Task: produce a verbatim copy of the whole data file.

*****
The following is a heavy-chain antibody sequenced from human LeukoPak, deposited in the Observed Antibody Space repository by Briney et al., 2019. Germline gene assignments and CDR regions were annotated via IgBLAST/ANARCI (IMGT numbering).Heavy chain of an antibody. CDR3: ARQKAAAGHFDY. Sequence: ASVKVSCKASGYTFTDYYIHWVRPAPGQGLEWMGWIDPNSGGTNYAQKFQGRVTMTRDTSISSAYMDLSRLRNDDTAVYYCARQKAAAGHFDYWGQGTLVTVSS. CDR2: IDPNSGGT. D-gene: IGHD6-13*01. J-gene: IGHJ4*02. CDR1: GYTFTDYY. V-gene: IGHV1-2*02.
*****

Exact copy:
The following is a heavy-chain antibody sequenced from human LeukoPak, deposited in the Observed Antibody Space repository by Briney et al., 2019. Germline gene assignments and CDR regions were annotated via IgBLAST/ANARCI (IMGT numbering).Heavy chain of an antibody. CDR3: ARQKAAAGHFDY. Sequence: ASVKVSCKASGYTFTDYYIHWVRPAPGQGLEWMGWIDPNSGGTNYAQKFQGRVTMTRDTSISSAYMDLSRLRNDDTAVYYCARQKAAAGHFDYWGQGTLVTVSS. CDR2: IDPNSGGT. D-gene: IGHD6-13*01. J-gene: IGHJ4*02. CDR1: GYTFTDYY. V-gene: IGHV1-2*02.